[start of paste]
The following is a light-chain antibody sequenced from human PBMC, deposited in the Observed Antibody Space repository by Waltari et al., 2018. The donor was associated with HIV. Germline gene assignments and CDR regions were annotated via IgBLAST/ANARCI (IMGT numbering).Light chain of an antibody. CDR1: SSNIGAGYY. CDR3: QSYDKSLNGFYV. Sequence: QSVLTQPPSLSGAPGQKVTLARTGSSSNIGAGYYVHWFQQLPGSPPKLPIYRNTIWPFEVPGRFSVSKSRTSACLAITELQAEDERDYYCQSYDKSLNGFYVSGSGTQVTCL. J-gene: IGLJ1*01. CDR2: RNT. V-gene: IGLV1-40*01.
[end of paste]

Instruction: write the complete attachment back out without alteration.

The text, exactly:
The following is a light-chain antibody sequenced from human PBMC, deposited in the Observed Antibody Space repository by Waltari et al., 2018. The donor was associated with HIV. Germline gene assignments and CDR regions were annotated via IgBLAST/ANARCI (IMGT numbering).Light chain of an antibody. CDR1: SSNIGAGYY. CDR3: QSYDKSLNGFYV. Sequence: QSVLTQPPSLSGAPGQKVTLARTGSSSNIGAGYYVHWFQQLPGSPPKLPIYRNTIWPFEVPGRFSVSKSRTSACLAITELQAEDERDYYCQSYDKSLNGFYVSGSGTQVTCL. J-gene: IGLJ1*01. CDR2: RNT. V-gene: IGLV1-40*01.